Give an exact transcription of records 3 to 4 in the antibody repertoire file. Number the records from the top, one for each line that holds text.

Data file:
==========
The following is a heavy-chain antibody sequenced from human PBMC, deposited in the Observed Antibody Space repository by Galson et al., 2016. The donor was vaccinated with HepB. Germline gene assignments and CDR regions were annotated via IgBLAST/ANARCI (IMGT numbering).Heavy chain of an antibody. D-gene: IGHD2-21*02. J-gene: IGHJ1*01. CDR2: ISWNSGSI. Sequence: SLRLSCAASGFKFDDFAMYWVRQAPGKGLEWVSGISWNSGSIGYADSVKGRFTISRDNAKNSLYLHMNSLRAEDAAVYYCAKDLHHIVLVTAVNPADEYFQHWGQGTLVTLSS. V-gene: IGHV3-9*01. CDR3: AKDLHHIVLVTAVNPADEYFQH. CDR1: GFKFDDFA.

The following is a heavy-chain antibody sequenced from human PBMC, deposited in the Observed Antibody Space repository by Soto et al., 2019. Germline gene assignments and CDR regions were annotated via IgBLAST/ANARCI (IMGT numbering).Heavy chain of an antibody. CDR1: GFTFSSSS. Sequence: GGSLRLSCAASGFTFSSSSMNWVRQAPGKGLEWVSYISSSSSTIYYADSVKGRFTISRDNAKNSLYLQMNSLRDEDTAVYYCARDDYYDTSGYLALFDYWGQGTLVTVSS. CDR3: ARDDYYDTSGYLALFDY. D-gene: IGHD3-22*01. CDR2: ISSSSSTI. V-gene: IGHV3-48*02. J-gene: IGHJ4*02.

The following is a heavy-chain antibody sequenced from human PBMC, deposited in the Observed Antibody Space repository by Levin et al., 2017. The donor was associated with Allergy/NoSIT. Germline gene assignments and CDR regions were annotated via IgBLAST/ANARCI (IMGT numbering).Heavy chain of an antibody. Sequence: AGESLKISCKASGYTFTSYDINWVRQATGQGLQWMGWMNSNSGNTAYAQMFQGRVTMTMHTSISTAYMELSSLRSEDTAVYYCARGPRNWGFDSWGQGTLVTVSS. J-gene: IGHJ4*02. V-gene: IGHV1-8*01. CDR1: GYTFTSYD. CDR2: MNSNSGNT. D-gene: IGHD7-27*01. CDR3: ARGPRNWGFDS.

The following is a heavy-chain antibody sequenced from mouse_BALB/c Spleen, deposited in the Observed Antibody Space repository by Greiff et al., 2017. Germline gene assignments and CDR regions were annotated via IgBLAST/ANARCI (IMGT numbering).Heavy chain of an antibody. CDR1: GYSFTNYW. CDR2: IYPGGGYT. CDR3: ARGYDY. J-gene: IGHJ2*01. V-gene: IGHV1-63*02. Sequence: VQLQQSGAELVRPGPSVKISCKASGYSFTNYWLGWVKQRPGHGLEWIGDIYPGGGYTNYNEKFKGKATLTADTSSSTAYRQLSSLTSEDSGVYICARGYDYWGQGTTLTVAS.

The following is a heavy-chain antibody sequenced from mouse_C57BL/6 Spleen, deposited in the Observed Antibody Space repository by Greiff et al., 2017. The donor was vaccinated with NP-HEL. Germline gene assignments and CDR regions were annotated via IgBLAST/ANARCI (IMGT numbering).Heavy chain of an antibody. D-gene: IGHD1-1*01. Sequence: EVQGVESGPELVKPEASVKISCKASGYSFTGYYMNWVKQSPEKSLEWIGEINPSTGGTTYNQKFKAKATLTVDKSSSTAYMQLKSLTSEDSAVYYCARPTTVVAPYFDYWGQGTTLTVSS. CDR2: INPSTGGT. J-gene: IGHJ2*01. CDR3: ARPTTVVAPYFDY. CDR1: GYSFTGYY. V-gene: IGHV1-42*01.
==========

The following is a heavy-chain antibody sequenced from human PBMC, deposited in the Observed Antibody Space repository by Levin et al., 2017. The donor was associated with Allergy/NoSIT. Germline gene assignments and CDR regions were annotated via IgBLAST/ANARCI (IMGT numbering).Heavy chain of an antibody. Sequence: AGESLKISCKASGYTFTSYDINWVRQATGQGLQWMGWMNSNSGNTAYAQMFQGRVTMTMHTSISTAYMELSSLRSEDTAVYYCARGPRNWGFDSWGQGTLVTVSS. J-gene: IGHJ4*02. V-gene: IGHV1-8*01. CDR1: GYTFTSYD. CDR2: MNSNSGNT. D-gene: IGHD7-27*01. CDR3: ARGPRNWGFDS.

The following is a heavy-chain antibody sequenced from mouse_BALB/c Spleen, deposited in the Observed Antibody Space repository by Greiff et al., 2017. Germline gene assignments and CDR regions were annotated via IgBLAST/ANARCI (IMGT numbering).Heavy chain of an antibody. CDR1: GYSFTNYW. CDR2: IYPGGGYT. CDR3: ARGYDY. J-gene: IGHJ2*01. V-gene: IGHV1-63*02. Sequence: VQLQQSGAELVRPGPSVKISCKASGYSFTNYWLGWVKQRPGHGLEWIGDIYPGGGYTNYNEKFKGKATLTADTSSSTAYRQLSSLTSEDSGVYICARGYDYWGQGTTLTVAS.